5 Signs The Walking Dead Has Lost Its Brain


I fell in terror with The Walking Dead after Shane was killed (by Rick) at the end of Season 2. The zombie-apocalypse's bad-boy had been part of what I assumed would be the show's continuing narrative, the love triangle between him, Rick and Lori. I'd never read the graphic novels, so I was relying on the traditional arcs of TV dramas.

Most of the original cast has died since then (bye, Lori!), and what makes the show so palpable is its willingness to kill off major characters, bring in new ones, change locations, and follow-up with once-dropped storylines. Most dramas are afraid of such change. It's a nerve-wracking, tightly woven series, because like those survivors, you never know what, and who, is next.

Something bad happened on Season Six of cable TV's most popular show, and I'm not just talking about the survival of Carl. The writing got lazy and unhinged, with silly "tune in next week" Batman endings and major dramatic gaps, and so much sex in Alexandria City, it's like Desperate Housewives if Mary Alice physically strolled down Wisteria Lane.

I don't expect The Walking Dead's imminent cancellation anymore than I expect Daryl's imminent Day-of-Beauty spa treatment. And it still manages to create thrills. Regardless, if it keeps going downhill, I'll have to stop watching what used to be a Sunday favorite. Here, five reasons the Dead has stopped showing signs of life.

1. The Cheap-Ploy Cliffhangers: Sure, we all need a reason to get excited about next week's episode, but TWD is not only creating too many, the writers are also insulting the audience by not following through. Glenn's protracted guts or glory tease went on for weeks, and was made even more annoying by inserting the Morgan "Karate Apocalypse Kid" mini-movie in between. Most of us had figured out we'd been punked by the time Glenn's fate was resolved, but that didn't stop the creators from adding more dumb cliffhangers.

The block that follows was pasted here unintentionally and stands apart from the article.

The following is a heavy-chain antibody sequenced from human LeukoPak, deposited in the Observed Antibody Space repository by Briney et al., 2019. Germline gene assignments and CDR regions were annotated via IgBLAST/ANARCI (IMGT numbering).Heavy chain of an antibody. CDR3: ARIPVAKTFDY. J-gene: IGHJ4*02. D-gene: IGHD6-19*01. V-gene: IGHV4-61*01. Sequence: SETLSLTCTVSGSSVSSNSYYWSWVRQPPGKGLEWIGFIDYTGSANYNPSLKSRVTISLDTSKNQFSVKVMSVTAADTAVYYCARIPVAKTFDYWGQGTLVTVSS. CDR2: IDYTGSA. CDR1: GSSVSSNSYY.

On the same episode that Glenn was left for dead, Rick was seen surrounded by walkers in such numbers an escape seemed impossible. How would he do it? Who knows. The next time Rick appeared he was running back to Alexandria, ahead of the herd.

On the second to last episode's ending, a gun went off behind Daryl with so much blood splattering it would be unfathomable that he'd survive. He did, somehow, but the details were lost because they only showed him later, alive, with some blood on his shoulder. To paraphrase Monty Python, "I guess it was just a flesh wound." The mid-season finale even had Jessie's son Sam scream out for his mom while navigating through a sea of Walkers, thus jeopardizing everyone's life. They ignored that scene when the series came back months later.

Setting up impossible endings and then not resolving them offends the viewers. It assumes they're too stupid to care, too forgetful, or just so in love with the show they'll forgive the lapses.

2. The Dumbing-Down of Characters: It took awhile for Rick and the Gang to navigate the new world order, but not very long to forget to keep their wits about them. If anyone kept count of how many times a character decided to wander off alone in search of a friend, supplies, revenge, or, heck, just for fun, send me an email -- I lost track. I know Rick loves Carol and Glenn loves Maggie and Morgan loves everybody, but what that camp really needs is the Governor's old guards to slug anyone who leaves camp. Remember when the original inhabitants of Alexandria were the naïve folks?

The second half of Season Six was a hodgepodge of characters running off into the Savior Sea, often just to prove a point. I loved Denise, but even her self-improvement supply run was so dense you could practically see the bulls-eye on her head -- oops.